We had a few friends come to visit us here from Guanajuato City. So naturally, tour guide mode kicks in and we wanted to show them everything. Two of the things we decided on checking out was Mitla, a near by textile town which is also close to Hierve El Agua.
Hieve El Agua are natural rock formations created by fresh water springs. The water is full of calcium carbonate and other minerals. As the water runs down the cliffs, the calcium carbonate and minerals have been deposited over thousands of years to create two rock formations that used to be flowing waterfalls, now they are stunning natural sculptures. The smaller cascade "Cascada Chica" has two man made natural spring infinity like pools on top of it where tourists can swim and sun bake as well as smaller natural springs around them. The larger cascade "Cascada Grande" has a hiking track to the top of it and down into the valley below.
This blog focuses on the things you need to know about living abroad and making the right choices, so your new home transition can be as seamless as possible.
Firstly, if you are moving to a country with a completely different culture, language, government structure etc. I suggest taking a long term holiday before you make the move. I spent 8 months in Mexico before making the decision to set up camp in Oaxaca City. This amount of time gave me the opportunity to explore other states and make an informed decision.
Everything is pretty different. But thats why we travel, yeah? To experience different corners of the world. But, different at times can be annoying. Like when you need to buy furniture for your new home, but the only place that has anything that you like is in another state. Or, when you go to get your hair coloured, and instead of blonde hair you walk out a brunette. I am still sour about the hair situation. And then, there are the little inconveniences like language barri...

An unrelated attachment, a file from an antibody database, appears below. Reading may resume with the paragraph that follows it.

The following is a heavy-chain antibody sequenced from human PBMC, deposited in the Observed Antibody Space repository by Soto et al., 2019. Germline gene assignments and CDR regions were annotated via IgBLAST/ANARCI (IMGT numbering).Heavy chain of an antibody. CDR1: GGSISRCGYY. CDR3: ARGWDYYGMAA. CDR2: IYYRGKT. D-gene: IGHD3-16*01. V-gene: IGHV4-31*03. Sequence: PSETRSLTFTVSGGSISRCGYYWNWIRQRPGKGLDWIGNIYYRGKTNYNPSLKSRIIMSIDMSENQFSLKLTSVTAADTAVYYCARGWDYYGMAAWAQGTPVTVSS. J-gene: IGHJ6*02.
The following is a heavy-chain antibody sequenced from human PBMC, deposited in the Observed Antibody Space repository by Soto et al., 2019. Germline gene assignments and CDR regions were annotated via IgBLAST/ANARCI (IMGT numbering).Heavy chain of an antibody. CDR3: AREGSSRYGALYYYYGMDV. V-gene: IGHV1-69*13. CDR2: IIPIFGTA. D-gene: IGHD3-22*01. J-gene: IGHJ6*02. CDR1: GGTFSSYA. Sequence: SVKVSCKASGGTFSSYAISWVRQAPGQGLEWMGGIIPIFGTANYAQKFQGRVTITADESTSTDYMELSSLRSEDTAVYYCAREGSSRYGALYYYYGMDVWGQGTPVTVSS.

Ahhhh, Puerto. Mi amor. All up we spent about 8 months in this paradise/developing town. Everyday for me it was a harsh contrast between poverty and stunning tropical beaches. For my partner Zac it was great living on the beach so close to "Mexican Pipe" Playa Zicatela.
Each sunset in Puerto Escondido is beautiful, it was my favourite part of the day, laying in my hammock under the palapa watching the sky change colours. Lets see, I can tell you my favourite places to eat, how we found long term accommodation, where to party, best forms of transport and what activities are worth doing.
We caught the bus and water taxi from Bocas Del Toro, Panama and crossed the border into Puerto Viejo, Costa Rica. There are many bus companies who take you from Bocas to the Costa Rican border, from there you cross the border and go through customs by foot and meet your connecting bus on the other side. We used Puerto Viejo Satellite to get more information and Caribe Shuttles and Boat to organise our trip. The first week or more was spent in the beautiful beach side town of Puerto Viejo, known for its great surf and Rastafarian vibes. There is a bright mix of Afro-Caribbean, Bribri Indian, tico and hippyesque counterculture that gives the town a really nice atmosphere. We booked a cute AirBnb just a short bike ride out of the main strip, bike rental shops are everywhere in town and they are the best way to explore the town and surrounding beaches.